The good news is that progress is being made. While the PT is brutal, and forcing my knee to do things it most definitely does not want to do is hard work, I can see real improvement over the previous week. I’m still under strict orders to let the pain be my guide, but I’m pushing myself a bit more every day. Yesterday the big accomplishment was step-ups (stepping up onto a low bench and forcing my knee to bend as if I were going up a flight of stairs). At first, the bending motion was excruciating, but by about the 20th rep it got easier. Today it was a modified squat with the big rubber ball. Real squats, which were a big part of my life pre-surgery, are off the menu for me, forever. Or as long as I have this cartilage-deficient knee. If I choose to get a new knee, I can squat all day long, but with this old clunker, no squats and no lunges. If I linger too long on the fact that I can’t do two of my favorite exercises–in addition to the moratorium on tennis–I’ll get very sad, so I’m zipping right on by those topics. Gonna try and focus on what I can do, and see how far that gets me. For now, the list of things I can do is pretty short, but I’m doing those things with less pain overall, so I’m calling that a win. I have a newfound respect for anyone who lives with chronic pain. Knowing that mine is temporary is comforting (although 3 weeks is a loooong time when you’re in the thick of it!).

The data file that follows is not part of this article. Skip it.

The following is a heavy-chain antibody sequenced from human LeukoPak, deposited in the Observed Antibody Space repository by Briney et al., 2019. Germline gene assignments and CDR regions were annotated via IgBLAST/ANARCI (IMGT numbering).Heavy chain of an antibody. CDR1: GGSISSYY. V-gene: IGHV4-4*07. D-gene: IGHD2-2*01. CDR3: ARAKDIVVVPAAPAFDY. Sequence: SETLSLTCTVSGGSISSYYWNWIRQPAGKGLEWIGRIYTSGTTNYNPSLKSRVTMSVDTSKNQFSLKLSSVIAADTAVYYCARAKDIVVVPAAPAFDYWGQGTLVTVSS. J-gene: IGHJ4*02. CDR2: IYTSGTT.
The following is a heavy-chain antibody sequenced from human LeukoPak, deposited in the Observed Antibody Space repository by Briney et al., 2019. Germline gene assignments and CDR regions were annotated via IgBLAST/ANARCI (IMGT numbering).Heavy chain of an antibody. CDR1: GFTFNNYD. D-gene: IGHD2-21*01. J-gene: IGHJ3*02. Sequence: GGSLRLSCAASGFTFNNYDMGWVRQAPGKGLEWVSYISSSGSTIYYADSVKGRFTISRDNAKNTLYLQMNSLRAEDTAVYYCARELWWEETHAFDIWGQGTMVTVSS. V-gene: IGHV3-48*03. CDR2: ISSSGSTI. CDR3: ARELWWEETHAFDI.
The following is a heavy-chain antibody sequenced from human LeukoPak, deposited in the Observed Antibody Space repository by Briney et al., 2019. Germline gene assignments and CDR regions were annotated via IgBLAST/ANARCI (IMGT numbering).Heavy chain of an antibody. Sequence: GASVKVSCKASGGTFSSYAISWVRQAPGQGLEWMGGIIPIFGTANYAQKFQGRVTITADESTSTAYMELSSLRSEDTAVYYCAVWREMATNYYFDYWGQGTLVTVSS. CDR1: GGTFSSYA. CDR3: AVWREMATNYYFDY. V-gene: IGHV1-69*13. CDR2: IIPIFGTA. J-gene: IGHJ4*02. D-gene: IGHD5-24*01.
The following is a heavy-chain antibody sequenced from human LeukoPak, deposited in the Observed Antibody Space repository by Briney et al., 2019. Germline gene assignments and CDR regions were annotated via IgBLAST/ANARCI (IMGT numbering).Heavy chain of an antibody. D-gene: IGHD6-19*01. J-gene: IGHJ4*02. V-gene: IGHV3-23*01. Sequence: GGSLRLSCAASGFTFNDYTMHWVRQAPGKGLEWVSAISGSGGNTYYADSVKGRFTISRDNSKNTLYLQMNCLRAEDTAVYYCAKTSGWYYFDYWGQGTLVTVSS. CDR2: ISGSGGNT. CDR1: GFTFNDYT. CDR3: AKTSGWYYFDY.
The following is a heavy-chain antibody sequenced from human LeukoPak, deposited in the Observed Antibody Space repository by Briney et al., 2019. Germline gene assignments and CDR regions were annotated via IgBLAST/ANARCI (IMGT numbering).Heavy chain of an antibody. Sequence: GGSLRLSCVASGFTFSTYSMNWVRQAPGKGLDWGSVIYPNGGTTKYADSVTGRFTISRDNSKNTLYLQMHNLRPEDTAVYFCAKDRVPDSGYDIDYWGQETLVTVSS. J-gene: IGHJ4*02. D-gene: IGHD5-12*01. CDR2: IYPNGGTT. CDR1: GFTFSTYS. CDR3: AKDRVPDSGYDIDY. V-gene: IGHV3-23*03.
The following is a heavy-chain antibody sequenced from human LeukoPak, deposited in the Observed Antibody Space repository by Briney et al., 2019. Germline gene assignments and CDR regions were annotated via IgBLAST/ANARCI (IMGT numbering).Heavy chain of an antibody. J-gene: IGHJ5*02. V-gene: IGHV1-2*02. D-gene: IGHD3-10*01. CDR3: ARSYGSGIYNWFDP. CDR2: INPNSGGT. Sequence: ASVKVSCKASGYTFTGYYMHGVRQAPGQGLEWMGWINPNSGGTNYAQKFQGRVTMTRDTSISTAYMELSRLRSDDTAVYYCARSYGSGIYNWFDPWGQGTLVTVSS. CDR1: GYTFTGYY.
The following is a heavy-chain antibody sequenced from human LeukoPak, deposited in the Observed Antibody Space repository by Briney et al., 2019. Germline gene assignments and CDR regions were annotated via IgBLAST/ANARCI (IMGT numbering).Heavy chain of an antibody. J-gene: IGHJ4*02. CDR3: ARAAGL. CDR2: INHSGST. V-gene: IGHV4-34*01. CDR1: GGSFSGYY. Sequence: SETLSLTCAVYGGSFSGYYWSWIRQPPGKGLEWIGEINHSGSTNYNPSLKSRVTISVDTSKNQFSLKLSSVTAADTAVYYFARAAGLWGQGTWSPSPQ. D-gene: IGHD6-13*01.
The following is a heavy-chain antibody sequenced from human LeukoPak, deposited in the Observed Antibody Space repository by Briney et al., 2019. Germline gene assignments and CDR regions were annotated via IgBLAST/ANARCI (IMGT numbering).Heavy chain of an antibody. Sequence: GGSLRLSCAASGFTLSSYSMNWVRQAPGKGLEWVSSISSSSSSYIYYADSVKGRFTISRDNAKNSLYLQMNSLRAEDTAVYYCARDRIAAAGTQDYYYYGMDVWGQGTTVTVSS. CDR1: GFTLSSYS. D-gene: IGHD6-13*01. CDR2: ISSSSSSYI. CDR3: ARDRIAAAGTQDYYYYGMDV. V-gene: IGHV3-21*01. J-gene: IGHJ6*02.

The knee surgery went well yesterday. Got up at the crack of dawn to truck on into the Medical Center and was at the surgery center at 6:10 a.m. Sherpa Amy came prepared with a rollie bag full of projects and snacks, even a picnic lunch. She reminded me to tell the doc that morphine is not my friend via IV but intramuscularly in the behind works fine. She brought me home while Trevor filled my prescriptions, then helped Macy with her knitting. I would love to sing her praises even more but don’t want to risk someone else wanting to partake of her medical concierge services. I’m selfish like that.